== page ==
PROFITS—TWO FALSE ASSUMPTIONS BUT the attack on " the rich " is not in fact directed at this particular class, and for a very good reason. The transfer of established business undertakings to the State is an attractive idea to many townsmen, but the transfer of agricultural land to the Ministry of Agriculture is a proposal which would lose its author every rural constituency in the country. The apostles of revolution learnt this lesson in 1910, when Mr. Lloyd George's half-hearted attacks on the landlords cost the Liberal Party nearly a hundred country seats. The attack on " the rich " is therefore now aimed at those who got rich out of profits, and it is based on two assumptions, both of them false. The first is that great fortunes mainly come out of industrial profits and the second that profits themselves are a Form of exploitation. The greatest fortunes to-day are not made out of profits but as a reward for services, and it is the much wider distribution of private wealth and the necessary aggregation of certain forms of property in the hands of big combines or corporations which have led to this result. In other words, the richest class to-day is the class brought into existence by the advocates of social reform. The enormous expansion in the activities of building societies, insurance companies, and the creation of industrial combines have created a demand for a vast class of professional organisers, advisers and trustees to safeguard and administer what have become, in effect, public interests. Again, the opportunities open to public entertainers, be they cinema stars, novelists, journalists or newspaper proprietors, are vastly greater than ever before owing to the immense and wholly desirable expansion of the public able to pay for such entertainments. Meanwhile, at the other end of the scale, the old-time rennet. class are being driven by taxation to sell their investments and buy annuities, and arc thus in process of being painlessly liquidated. As to " profits," it is difficult to impute good faith to those who attack this form of wealth. Let us, however, be charitable and impute the fault to our languAge, which is certainly confusing. For the term profits is used for two wholly separate things. It is used, and most frequently, for the difference between the cost of an article to the manufacturer or distributor and the price at which he sells it. It is also used for the difference between the whole expenses of a manufacturer or distributor and his receipts. If a book costs a publisher three shillings a copy in an edition of two thousand and he sells it to the bookseller for five shillings, he makes, in one sense of the term, a profit of 2s. a copy, assuming he is fortunate enough to sell all his edition. But out of that so-called profit he has to pay his office expenses, his sales staff, his packing and distribution costs, his rates and taxes, his bank and debenture interest, and his insurance. He also has to protect himself against the losses which he, like every other business man, is hound to incur in the manufacture or purchase of goods which for some reason or other beyond his control become unsaleable. In other words, a very high proportion indeed of what are loosely called " profits," and, technically, profits on trading account, are not profits at all. The only moral questions arising about the validity of profits concern net profits, which are the property of the shareholders in expectation of which they have subscribed and risked the money invested in the business. Is there a limit in morality to the return which a shareholder should get, and if so, what is it? I am quite prepared to say that there is a limit, but not to say what the limit should be. Most certainly, however, that limit is not generally exceeded and the tax of 100 per cent. on excess war profits ensures that it will not be exceeded in the case of war profits.
NO MORAL JUSTIFICATION FOR ATTACK j CONCLUDE without hesitation that there is no justification in I morals for an attack on profits as such at this time, and that there is no justification for any attack on " the rich " which implies the existence of a privileged and hereditary rich class exploiting the community. The only thing which can be said about the rich is that there should be a maximum income; that no man's services are worth more than a certain amount, and that if the State fixed a reasonable maximum the services of the new aristocracy of the desk and the pen and the circus would still be available. The answer to that is that the State has long ago arrived, under a succession of Conservative Governments, at roughly this conclusion, that the carefully graduated system of income tax and surtax is directed to that end, and that further steps along the same path can be taken by the electorate when ever they so desire. If the present rate of taxation is too low, it is certainly not the fault of the rich.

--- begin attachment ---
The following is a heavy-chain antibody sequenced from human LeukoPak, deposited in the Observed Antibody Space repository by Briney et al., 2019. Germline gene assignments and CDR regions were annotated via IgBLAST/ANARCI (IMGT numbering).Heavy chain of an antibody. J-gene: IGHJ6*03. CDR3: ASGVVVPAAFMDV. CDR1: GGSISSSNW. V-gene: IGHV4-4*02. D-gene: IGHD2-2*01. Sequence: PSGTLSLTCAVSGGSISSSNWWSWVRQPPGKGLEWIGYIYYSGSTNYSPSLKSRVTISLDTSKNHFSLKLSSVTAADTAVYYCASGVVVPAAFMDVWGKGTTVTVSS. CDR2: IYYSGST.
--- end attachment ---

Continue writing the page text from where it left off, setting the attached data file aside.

Yet the attack on " the rich " and on " profits " is going to grow in volume and in venom. It is going to grow because it is part of the campaign for socialism in our time. It is a necessary part, because unless the public temper can be raised to anger, unless the generality of citizens can be persuaded that there is among them a privileged class of wealthy people who are battening on the community and taking advantage of their country's plight, the natural demand for a general sharing of the burden by all classes in proportion to their ability to pay would be irresistible. And such a policy would avoid the bankruptcy of the existing industrial and commercial system which is the prime objective of Left-wing policy to-day. I do not doubt that those who pursue this policy sincerely believe that it is compatible with winning the war. I do not profess to understand, however. how otherwise intelligent people can hold a belief which seems manifestly repugnant to common sense. To those of my readers who disagree with me, I would say only this. If we are to divide our fellow-countrymen, at the height of a great conflict in which they are united, let us at least do so openly and not seek to inflame them by appeals to envy and rancour. If anyone sincerely believes that our present economic order needs not to be reformed (everyone outside Bedlam is agreed on that) but to be reformed along the lines of substituting public ownership for private enterprise, and of substituting State regulation of our lives and fortunes for the freedom which we at present enjoy, the freedom for which we are supposed to be fighting, let him say so openly. And let him, while we remain a free democracy, urge the need for a general election to find out how many of his fellow-countrymen agree with him. If that be judged impracticable, let him then be sufficiently true to his democratic principles to realise that a revolutionary reform repeatedly rejected at the polls cannot be carried through without a mandate, nay, in face of a mandate overwhelmingly in the contrary sense. To those who do not wish for socialism in our time, I would urge that the language of our socialist and communist friends in regard to riches and profits should be much more persistently challenged. It is the sincere belief of many that some unnecessary tax called " profits " is being levied, in the interests of an idle and privileged class, on the food, amusements and security of the public that is the root cause of the social unrest which although it is still inconsiderable is increasing rather than diminishing. That belief is fundamentally false. Its falsity should be much more effectively demonstrated.